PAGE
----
Gov’t slow on domestic ship modernization – UFS

Published November 4, 2018, 3:24 PM

by Patrick Garcia

By Raymund Antonio

The government has been slow in the implementation of the domestic ship modernization program that seeks to ensure safe sea travel, a seamen’s group said over the weekend.

The United Filipino Seafarers (UFS), a globally-recognized union of maritime professionals with 57,000 members, voiced concern over the “derailed realization” of the longtime plan to modernize the country’s maritime vessels.

“We are asking the Maritime Industry Authority (MARINA) for concrete details and dates when is (sic) the jumpstart of these modernization efforts,” UFS President and Engineer Nelson Ramirez told the Manila Bulletin.

“It looks like they are just making a fool of us because we have not seen any changes, especially in the shipbuilding industry. They more prioritize efforts to entice players to build cruise ships, but we don’t have a single cruise ship,” he added.

The union leader of seafarers slammed the MARINA and Philippine Coast Guard (PCG) for their failure to ensure the seaworthiness of vessels for their safe and efficient operations at sea in the wake of maritime incidents.

‘Floating coffins’
Ramirez said that second-hand vessels, which he called “floating coffins,” from other countries like Japan, South Korea, among others, are plying Philippine waters.

“Most of the second-hand ships are purchased in the 70’s. And still these ships are traveling domestic. If we do the math, roughly 50 years of service for a ship. Imagine how horrible is that,” he stressed.

Ramirez revealed that these old imported vessels are being brought directly to the dry dock and will be remodified to make it appear brand new by painting and patching its dilapidated parts.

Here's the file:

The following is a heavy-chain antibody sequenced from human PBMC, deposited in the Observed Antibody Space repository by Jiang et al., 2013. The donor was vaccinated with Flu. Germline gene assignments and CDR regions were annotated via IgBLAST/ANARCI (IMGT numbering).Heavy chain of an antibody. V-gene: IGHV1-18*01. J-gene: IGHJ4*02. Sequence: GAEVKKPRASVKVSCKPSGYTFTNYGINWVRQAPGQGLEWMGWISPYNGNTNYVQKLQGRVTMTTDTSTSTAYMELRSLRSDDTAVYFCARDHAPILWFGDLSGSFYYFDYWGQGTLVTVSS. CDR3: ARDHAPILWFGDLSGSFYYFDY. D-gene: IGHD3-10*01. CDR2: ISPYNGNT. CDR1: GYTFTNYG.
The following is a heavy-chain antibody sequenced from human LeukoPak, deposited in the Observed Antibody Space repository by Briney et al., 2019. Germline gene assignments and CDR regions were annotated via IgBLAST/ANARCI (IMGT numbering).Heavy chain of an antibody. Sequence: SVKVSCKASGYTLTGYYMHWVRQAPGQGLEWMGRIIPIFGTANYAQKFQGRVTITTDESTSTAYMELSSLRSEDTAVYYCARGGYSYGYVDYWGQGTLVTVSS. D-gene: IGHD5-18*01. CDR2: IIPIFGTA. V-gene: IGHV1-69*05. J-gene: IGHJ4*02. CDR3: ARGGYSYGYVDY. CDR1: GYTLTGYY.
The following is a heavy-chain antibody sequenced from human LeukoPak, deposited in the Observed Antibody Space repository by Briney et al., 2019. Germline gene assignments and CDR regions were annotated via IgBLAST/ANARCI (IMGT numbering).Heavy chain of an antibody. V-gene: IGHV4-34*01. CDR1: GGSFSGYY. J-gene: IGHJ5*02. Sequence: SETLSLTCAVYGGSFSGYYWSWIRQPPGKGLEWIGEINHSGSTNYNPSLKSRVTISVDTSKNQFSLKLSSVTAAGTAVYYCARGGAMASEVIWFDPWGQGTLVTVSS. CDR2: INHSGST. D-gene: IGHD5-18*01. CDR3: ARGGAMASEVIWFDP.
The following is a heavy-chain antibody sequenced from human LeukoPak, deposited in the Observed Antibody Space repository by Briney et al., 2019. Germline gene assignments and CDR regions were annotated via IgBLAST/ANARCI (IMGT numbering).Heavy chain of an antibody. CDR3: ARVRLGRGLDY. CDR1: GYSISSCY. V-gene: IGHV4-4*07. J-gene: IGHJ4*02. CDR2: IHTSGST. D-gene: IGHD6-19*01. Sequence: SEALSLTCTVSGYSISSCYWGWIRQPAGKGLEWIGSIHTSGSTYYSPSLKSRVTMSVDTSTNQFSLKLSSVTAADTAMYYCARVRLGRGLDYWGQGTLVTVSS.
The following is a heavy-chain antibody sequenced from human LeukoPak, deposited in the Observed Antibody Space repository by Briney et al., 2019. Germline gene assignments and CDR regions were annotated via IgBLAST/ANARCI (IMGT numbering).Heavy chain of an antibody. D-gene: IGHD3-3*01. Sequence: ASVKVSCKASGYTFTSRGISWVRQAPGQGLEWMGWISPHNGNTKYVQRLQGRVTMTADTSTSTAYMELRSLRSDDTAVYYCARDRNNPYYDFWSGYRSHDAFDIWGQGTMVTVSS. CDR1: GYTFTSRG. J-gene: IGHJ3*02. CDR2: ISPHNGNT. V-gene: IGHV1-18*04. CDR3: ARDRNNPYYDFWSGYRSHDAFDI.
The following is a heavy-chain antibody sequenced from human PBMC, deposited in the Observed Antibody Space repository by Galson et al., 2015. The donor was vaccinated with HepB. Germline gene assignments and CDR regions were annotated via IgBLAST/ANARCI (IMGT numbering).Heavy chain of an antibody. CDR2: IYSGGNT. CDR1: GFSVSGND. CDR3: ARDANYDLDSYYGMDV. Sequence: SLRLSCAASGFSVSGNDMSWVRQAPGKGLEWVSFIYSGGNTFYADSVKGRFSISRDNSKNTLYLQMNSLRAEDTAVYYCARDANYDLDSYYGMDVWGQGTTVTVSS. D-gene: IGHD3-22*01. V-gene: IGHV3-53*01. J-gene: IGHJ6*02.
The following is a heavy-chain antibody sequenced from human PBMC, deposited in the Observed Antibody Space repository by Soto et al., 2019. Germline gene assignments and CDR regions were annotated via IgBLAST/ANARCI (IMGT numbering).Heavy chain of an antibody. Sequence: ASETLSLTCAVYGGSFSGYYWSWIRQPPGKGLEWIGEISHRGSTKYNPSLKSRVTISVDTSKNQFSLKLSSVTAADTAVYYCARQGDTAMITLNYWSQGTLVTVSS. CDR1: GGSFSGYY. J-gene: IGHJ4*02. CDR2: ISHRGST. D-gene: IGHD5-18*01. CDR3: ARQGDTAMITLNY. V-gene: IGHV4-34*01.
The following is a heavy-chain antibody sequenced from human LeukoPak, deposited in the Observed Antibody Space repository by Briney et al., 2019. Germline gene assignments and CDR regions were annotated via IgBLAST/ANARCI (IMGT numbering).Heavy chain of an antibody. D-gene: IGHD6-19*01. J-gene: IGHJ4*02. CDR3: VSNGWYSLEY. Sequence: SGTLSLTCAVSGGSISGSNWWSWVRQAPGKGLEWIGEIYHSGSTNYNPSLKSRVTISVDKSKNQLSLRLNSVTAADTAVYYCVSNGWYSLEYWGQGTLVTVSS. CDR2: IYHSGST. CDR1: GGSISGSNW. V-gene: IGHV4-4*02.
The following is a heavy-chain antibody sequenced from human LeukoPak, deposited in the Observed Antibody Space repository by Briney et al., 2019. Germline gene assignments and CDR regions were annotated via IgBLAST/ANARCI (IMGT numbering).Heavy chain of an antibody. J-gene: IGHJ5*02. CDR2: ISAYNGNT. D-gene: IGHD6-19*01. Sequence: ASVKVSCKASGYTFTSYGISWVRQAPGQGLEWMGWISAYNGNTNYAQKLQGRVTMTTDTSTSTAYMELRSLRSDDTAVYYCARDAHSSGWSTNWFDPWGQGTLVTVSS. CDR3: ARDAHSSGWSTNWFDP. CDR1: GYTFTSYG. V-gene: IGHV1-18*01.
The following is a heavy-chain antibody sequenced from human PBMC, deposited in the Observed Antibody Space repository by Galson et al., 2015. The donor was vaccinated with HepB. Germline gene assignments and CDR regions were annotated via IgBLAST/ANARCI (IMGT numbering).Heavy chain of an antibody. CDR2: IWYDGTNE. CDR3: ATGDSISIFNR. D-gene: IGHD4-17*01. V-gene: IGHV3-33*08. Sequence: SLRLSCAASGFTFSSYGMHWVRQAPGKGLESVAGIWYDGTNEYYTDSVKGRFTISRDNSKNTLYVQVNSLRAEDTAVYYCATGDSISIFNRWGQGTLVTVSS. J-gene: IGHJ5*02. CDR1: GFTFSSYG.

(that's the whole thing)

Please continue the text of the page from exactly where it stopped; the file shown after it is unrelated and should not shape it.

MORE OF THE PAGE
“Knowing the Filipino shipowners maintain their vessels here in the country, they will make it sturdy by means of altering, even though it already loses stability,” he said.

Complicity at play?
He said these ships remain voyaging along the seas because some of MARINA personnel mandated to inspect vessels and issue Certificate of Convenience (COC) allowed them to sail.

“Who are conducting the maritime safety inspections? Who are issuing the Certificate of Convenience? It is PCG and MARINA, right?” Ramirez asked.

“Who are the maritime experts involved in the planning of the maritime development plan? If they are the same people who issue COCs to those floating coffins, do we expect changes?” he added.

The UFS then cited the previous maritime tragedies involving “obsolete” ships in terms of seaworthiness.

Naming a few, Ramirez mentioned the sinking of M/V Kimelody Kristy (1995), M/V Carmela1 (2002), Baleno 9 (2009), Maharlika 2 (2014) and M/V Kim Nirvana (2015).

“Instead of opening our eyes to the real cause of the sinking, maritime authorities like Marina and PCG are concocting fairy tales, like the whirlpool theory, just to cover up their negligence and the negligence of the ship owners,” he said.